Technical advantages of certain embodiments of the present invention include providing a higher level of service to the client by connecting the client with the optimal available service agent station. In a particular embodiment, information is collected identifying the client's attempt to establish a communication session. The server subjects the client identifier information, in a particular embodiment, having two or more attributes, to mathematical manipulation and compares the results to two or more related skills in a dynamic service agent skills table. In this manner, the system generates an ordered list of the optimal service agent stations for the particular client. The ordered list results in a more efficacious communication session.
Further technical advantages include the dynamic update of the skills table utilizing service agent information collected at a server remotely located from the switch. The service agent information may be qualitative or quantitative data. The update can either be requested by the server or can be scheduled to run at selected times. In a particular embodiment, client identifier data may be received from a voice response unit and converted into numeric values. The information is then matched to two or more entries in the skills table and utilized to update the associated entry. All or part of the updated skills table may be communicated to the switch. Accordingly, the switch will route the client to the service agent station using up-to-date information from the skills table. Additionally, the present invention provides that the skills table requires little manual input or administration.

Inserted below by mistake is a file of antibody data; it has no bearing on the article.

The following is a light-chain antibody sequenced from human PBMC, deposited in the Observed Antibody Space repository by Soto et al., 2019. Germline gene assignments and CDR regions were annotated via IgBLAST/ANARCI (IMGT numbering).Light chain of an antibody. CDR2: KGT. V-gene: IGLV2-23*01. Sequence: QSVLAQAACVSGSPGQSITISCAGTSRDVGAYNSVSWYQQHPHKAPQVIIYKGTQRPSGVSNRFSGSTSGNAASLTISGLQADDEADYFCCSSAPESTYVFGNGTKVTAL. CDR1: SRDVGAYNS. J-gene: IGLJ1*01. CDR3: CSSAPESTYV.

Other technical advantages of certain embodiments of the present invention include linking the generated ordered list to a workflow management system. In this manner, the unavailable service agent stations can be removed from the ordered list and the client does not remain in a queue longer than necessary. Other technical advantages of the present invention will be readily apparent to one skilled in the art from the following figures, descriptions and claims.
For a more a complete understanding of the present invention and its advantages, reference is now made to the following descriptions, taken in conjunction with the accompanying drawings, in which:
System 10 includes switch 14, which may be digital, analog, packet-based, circuit-switched, or other form of switching and/or communication capability in hardware and/or software. Switch 14 is capable of communicating to a public telephone system, a private line system or a network, that routes a communication session between client 12 and service agent station 16. Additionally, switch 14 may be a virtual switch in a distributed environment.
Client 12 may be a telephone, a computer, or any other instrument capable of communicating with system 10, possibly through a trunk line 30. Service agent station 16 is a workstation which may include a telephone, a computer, or any other device which may be used to conduct communications with system 10 and client 12. System 10 also contemplates service agent station 16 communicating from a remote location in a distributed environment. Switch 14 may also be linked to an automated agent 18, which includes a voice response unit (VRU) or other interactive device.
System 10 includes a server 20, which may include memory 28 storing a skills table 104. Memory 28 comprises random access memory (RAM), read-only memory (ROM), CD-ROM, removable or fixed magnetic or optical storage media, or any other suitable volatile or non-volatile memory. Skills table 104 is a data structure stored in memory 28 that is dynamically updated by service agent information 22. Additionally, system 10 includes an administrative workstation 26 linked to server 20 to allow for the proper administration of system 10. System 10 may also include a workflow management system 24 that measures the quantitative data concerning one or more communication sessions between client 12 and service agent station 16 and records the availability of service agent station 16.